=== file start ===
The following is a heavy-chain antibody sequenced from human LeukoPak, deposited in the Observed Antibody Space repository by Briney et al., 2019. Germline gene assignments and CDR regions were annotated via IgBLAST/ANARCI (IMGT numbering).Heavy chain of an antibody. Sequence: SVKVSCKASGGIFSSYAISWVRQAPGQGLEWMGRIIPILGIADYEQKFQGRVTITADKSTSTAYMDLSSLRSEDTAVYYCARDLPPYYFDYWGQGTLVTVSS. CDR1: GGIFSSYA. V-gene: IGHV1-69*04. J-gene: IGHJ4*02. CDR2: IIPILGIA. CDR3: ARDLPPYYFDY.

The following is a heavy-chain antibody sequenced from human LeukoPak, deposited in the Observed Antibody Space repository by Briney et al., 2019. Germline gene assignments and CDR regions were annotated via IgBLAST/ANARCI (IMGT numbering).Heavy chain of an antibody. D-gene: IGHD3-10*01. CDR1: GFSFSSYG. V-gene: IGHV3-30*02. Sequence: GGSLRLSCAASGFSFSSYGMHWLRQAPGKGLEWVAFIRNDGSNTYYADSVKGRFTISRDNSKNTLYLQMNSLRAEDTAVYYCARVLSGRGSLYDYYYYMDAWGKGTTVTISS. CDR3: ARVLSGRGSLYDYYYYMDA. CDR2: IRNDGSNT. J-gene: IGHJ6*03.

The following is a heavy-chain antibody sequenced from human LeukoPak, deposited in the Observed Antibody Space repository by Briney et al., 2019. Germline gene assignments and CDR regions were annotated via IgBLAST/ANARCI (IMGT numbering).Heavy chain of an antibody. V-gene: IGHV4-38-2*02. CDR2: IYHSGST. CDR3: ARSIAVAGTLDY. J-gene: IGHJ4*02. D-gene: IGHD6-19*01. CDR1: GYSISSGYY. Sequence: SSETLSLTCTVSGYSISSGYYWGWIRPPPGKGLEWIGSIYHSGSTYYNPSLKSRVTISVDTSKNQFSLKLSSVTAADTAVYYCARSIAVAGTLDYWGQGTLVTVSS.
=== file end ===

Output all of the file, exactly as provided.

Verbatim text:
The following is a heavy-chain antibody sequenced from human LeukoPak, deposited in the Observed Antibody Space repository by Briney et al., 2019. Germline gene assignments and CDR regions were annotated via IgBLAST/ANARCI (IMGT numbering).Heavy chain of an antibody. Sequence: SVKVSCKASGGIFSSYAISWVRQAPGQGLEWMGRIIPILGIADYEQKFQGRVTITADKSTSTAYMDLSSLRSEDTAVYYCARDLPPYYFDYWGQGTLVTVSS. CDR1: GGIFSSYA. V-gene: IGHV1-69*04. J-gene: IGHJ4*02. CDR2: IIPILGIA. CDR3: ARDLPPYYFDY.

The following is a heavy-chain antibody sequenced from human LeukoPak, deposited in the Observed Antibody Space repository by Briney et al., 2019. Germline gene assignments and CDR regions were annotated via IgBLAST/ANARCI (IMGT numbering).Heavy chain of an antibody. D-gene: IGHD3-10*01. CDR1: GFSFSSYG. V-gene: IGHV3-30*02. Sequence: GGSLRLSCAASGFSFSSYGMHWLRQAPGKGLEWVAFIRNDGSNTYYADSVKGRFTISRDNSKNTLYLQMNSLRAEDTAVYYCARVLSGRGSLYDYYYYMDAWGKGTTVTISS. CDR3: ARVLSGRGSLYDYYYYMDA. CDR2: IRNDGSNT. J-gene: IGHJ6*03.

The following is a heavy-chain antibody sequenced from human LeukoPak, deposited in the Observed Antibody Space repository by Briney et al., 2019. Germline gene assignments and CDR regions were annotated via IgBLAST/ANARCI (IMGT numbering).Heavy chain of an antibody. V-gene: IGHV4-38-2*02. CDR2: IYHSGST. CDR3: ARSIAVAGTLDY. J-gene: IGHJ4*02. D-gene: IGHD6-19*01. CDR1: GYSISSGYY. Sequence: SSETLSLTCTVSGYSISSGYYWGWIRPPPGKGLEWIGSIYHSGSTYYNPSLKSRVTISVDTSKNQFSLKLSSVTAADTAVYYCARSIAVAGTLDYWGQGTLVTVSS.